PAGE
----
16 Sep The Visa TIP Program & What It Means to You
While U.S. merchants will only now in 2015 experience the liability shift of potential financial losses for not upgrading their terminals from magstripe –to EMV contact and contactless card enabled terminals, Visa has been incentivizing the move since 2011 through the innovative Visa TIP program.
Considering that EMV chip-enabled terminals greatly enhance payment security through dynamic authentication by eliminating static authentication (and in the process devaluing customer data), the shift to EMV should be seen as lucrative enough to be of great value to merchants in the U.S.
Even so, many merchants are not yet fully prepared for the liability shift occurring October 1st 2015, wherein merchants will bear the weight of all financial losses related to fraud. Added incentives such as Visa’s TIP program should make it clear that the shift will not only prevent financial losses in the event of fraud, but may create meaningful savings as well.
What is the Visa TIP program?
In October 2012, Visa introduced its Technology Innovation Program (TIP) to the U.S. The Visa TIP program effectively eliminates the requirement for certain merchants to validate their Payment Card Industry Data Security Standard (PCI DSS) each year (or may waive the fee of attaining PCI DSS). The program acknowledges those merchants that strive to prevent fraud by investing in the latest security technologies.
Who has to validate their PCI DSS annually?
All Level 1 and 2 merchants in the U.S. have been required to validate PCI DSS since 2007. These merchants continue to invest in PCI DSS validation each year at a cost – often hiring a Qualified Security Assessor (QSA) at their own expense.
How do I apply for the program?
There is no application process for the Visa TIP program – rather, U.S. merchants qualify automatically by meeting a certain number of criteria.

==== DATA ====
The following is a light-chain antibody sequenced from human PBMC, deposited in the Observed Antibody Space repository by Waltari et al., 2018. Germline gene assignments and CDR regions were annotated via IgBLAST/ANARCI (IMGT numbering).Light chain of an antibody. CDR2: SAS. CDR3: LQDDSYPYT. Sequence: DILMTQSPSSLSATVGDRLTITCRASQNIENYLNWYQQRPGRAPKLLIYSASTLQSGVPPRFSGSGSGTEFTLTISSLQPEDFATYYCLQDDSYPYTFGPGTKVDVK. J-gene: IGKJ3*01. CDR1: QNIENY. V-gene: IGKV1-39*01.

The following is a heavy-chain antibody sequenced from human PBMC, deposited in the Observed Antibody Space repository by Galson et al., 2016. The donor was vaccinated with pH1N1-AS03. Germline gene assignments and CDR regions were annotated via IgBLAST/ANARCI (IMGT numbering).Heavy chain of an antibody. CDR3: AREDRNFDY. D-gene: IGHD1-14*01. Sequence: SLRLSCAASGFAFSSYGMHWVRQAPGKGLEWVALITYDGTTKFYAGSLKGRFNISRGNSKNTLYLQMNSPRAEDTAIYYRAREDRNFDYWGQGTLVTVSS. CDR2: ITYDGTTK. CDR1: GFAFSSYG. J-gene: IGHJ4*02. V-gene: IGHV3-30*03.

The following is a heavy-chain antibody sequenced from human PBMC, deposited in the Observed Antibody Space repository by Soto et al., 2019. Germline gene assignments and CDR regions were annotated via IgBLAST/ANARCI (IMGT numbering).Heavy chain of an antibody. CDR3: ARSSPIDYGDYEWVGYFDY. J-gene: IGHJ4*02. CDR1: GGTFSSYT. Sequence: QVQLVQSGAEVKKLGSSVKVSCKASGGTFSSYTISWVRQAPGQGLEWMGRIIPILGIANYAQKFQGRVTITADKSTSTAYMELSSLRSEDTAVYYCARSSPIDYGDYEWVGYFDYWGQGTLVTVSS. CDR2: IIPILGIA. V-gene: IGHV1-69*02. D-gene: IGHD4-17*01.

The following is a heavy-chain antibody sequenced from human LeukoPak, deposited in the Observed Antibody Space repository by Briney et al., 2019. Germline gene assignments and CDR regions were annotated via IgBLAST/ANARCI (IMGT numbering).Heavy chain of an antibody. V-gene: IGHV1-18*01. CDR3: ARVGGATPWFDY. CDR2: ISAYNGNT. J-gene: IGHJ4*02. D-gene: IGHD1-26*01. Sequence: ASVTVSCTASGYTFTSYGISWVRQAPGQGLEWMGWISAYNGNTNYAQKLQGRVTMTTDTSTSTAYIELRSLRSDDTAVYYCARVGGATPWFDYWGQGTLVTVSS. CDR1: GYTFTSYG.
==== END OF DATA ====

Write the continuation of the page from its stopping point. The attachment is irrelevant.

Eligible U.S. merchants must have:
- Validated their PCI DSS compliance within the last year (or have defined a plan for achieving compliance), including a confirmation that sensitive authentication data (such as PIN data or complete contents of a mag-stripe) is not stored.
- Upgraded to EMV chip-enabled terminals that support contact and contactless chip (including Near Field Communication or NFC technology) cards.
- Complied with current PCI DSS standards, and have renewed their compliance since the event of a breach of cardholder data (if they have been involved in such a breach, at any time).
Are there any additional requirements?
In a way, yes, there is. Eligible U.S. merchants must also make at least 75% of their total transaction count from dual-interface EMV terminals. This means that those merchants who do the bulk of sales online from e-commerce or via mail order must still validate their PCI DSS annually, but cannot benefit from the savings of the TIP program.
While the Visa TIP program was initially implemented to incentivize the migration of U.S. merchant technologies to the acceptance of EMV chip card terminals, it continues to play an important role in rewarding those merchants who invest today in the payment technologies of the future.